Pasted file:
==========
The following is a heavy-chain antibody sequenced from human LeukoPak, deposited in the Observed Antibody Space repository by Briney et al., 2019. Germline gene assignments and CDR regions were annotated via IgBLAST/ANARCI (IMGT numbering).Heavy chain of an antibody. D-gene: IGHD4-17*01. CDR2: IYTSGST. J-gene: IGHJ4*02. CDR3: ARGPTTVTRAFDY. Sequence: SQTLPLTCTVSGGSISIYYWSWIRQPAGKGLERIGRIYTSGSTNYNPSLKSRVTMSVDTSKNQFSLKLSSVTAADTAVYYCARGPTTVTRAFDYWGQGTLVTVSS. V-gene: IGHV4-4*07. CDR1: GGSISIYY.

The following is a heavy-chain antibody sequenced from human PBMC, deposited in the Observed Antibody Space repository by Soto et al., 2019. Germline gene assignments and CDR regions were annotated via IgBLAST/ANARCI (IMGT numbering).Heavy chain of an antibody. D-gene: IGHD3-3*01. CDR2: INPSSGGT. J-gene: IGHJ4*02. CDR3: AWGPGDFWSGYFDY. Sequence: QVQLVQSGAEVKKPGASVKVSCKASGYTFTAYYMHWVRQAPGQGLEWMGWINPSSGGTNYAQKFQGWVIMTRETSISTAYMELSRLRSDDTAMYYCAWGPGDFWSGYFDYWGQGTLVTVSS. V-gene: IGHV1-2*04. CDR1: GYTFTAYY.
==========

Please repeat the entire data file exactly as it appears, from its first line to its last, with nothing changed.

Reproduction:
The following is a heavy-chain antibody sequenced from human LeukoPak, deposited in the Observed Antibody Space repository by Briney et al., 2019. Germline gene assignments and CDR regions were annotated via IgBLAST/ANARCI (IMGT numbering).Heavy chain of an antibody. D-gene: IGHD4-17*01. CDR2: IYTSGST. J-gene: IGHJ4*02. CDR3: ARGPTTVTRAFDY. Sequence: SQTLPLTCTVSGGSISIYYWSWIRQPAGKGLERIGRIYTSGSTNYNPSLKSRVTMSVDTSKNQFSLKLSSVTAADTAVYYCARGPTTVTRAFDYWGQGTLVTVSS. V-gene: IGHV4-4*07. CDR1: GGSISIYY.

The following is a heavy-chain antibody sequenced from human PBMC, deposited in the Observed Antibody Space repository by Soto et al., 2019. Germline gene assignments and CDR regions were annotated via IgBLAST/ANARCI (IMGT numbering).Heavy chain of an antibody. D-gene: IGHD3-3*01. CDR2: INPSSGGT. J-gene: IGHJ4*02. CDR3: AWGPGDFWSGYFDY. Sequence: QVQLVQSGAEVKKPGASVKVSCKASGYTFTAYYMHWVRQAPGQGLEWMGWINPSSGGTNYAQKFQGWVIMTRETSISTAYMELSRLRSDDTAMYYCAWGPGDFWSGYFDYWGQGTLVTVSS. V-gene: IGHV1-2*04. CDR1: GYTFTAYY.